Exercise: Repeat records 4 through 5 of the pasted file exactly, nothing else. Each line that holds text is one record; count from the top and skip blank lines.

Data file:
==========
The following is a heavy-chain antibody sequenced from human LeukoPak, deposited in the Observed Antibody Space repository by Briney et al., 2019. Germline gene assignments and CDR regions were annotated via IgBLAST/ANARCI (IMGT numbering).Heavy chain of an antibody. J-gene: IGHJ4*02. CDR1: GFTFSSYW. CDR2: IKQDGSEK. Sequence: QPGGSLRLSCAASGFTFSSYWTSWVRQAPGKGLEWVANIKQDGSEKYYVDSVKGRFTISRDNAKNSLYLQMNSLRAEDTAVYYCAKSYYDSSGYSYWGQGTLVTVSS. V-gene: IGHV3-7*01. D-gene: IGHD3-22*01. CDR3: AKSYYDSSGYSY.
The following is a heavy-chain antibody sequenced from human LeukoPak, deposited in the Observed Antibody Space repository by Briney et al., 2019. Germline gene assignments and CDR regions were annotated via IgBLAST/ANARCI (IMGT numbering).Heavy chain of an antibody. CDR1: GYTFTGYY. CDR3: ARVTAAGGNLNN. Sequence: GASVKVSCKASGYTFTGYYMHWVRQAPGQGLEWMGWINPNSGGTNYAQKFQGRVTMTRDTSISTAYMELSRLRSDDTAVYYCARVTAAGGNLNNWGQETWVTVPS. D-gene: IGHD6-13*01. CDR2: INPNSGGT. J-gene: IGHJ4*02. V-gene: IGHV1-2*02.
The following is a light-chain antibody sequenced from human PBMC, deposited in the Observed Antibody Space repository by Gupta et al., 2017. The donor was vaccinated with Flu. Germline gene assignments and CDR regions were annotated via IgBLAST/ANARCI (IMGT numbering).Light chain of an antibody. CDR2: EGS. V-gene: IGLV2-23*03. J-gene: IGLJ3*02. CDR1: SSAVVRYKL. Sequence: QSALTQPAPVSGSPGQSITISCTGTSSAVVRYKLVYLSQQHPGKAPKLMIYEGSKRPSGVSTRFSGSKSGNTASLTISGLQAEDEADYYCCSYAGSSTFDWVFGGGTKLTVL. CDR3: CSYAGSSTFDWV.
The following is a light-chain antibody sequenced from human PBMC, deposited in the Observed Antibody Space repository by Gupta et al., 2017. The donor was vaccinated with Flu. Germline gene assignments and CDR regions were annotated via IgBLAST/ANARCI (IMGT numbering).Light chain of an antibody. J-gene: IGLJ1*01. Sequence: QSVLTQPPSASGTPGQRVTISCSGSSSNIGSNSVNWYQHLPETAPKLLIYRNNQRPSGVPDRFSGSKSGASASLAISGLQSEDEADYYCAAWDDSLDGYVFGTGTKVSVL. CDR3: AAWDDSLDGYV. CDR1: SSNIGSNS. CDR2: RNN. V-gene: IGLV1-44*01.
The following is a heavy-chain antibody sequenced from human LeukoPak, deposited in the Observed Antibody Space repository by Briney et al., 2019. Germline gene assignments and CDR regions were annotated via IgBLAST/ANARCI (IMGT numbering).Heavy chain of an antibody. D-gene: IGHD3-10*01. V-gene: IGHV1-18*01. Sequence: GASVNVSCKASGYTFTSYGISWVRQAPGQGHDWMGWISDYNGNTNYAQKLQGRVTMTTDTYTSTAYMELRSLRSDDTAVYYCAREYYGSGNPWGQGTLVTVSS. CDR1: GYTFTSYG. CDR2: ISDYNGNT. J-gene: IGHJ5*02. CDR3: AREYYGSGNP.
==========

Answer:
The following is a light-chain antibody sequenced from human PBMC, deposited in the Observed Antibody Space repository by Gupta et al., 2017. The donor was vaccinated with Flu. Germline gene assignments and CDR regions were annotated via IgBLAST/ANARCI (IMGT numbering).Light chain of an antibody. J-gene: IGLJ1*01. Sequence: QSVLTQPPSASGTPGQRVTISCSGSSSNIGSNSVNWYQHLPETAPKLLIYRNNQRPSGVPDRFSGSKSGASASLAISGLQSEDEADYYCAAWDDSLDGYVFGTGTKVSVL. CDR3: AAWDDSLDGYV. CDR1: SSNIGSNS. CDR2: RNN. V-gene: IGLV1-44*01.
The following is a heavy-chain antibody sequenced from human LeukoPak, deposited in the Observed Antibody Space repository by Briney et al., 2019. Germline gene assignments and CDR regions were annotated via IgBLAST/ANARCI (IMGT numbering).Heavy chain of an antibody. D-gene: IGHD3-10*01. V-gene: IGHV1-18*01. Sequence: GASVNVSCKASGYTFTSYGISWVRQAPGQGHDWMGWISDYNGNTNYAQKLQGRVTMTTDTYTSTAYMELRSLRSDDTAVYYCAREYYGSGNPWGQGTLVTVSS. CDR1: GYTFTSYG. CDR2: ISDYNGNT. J-gene: IGHJ5*02. CDR3: AREYYGSGNP.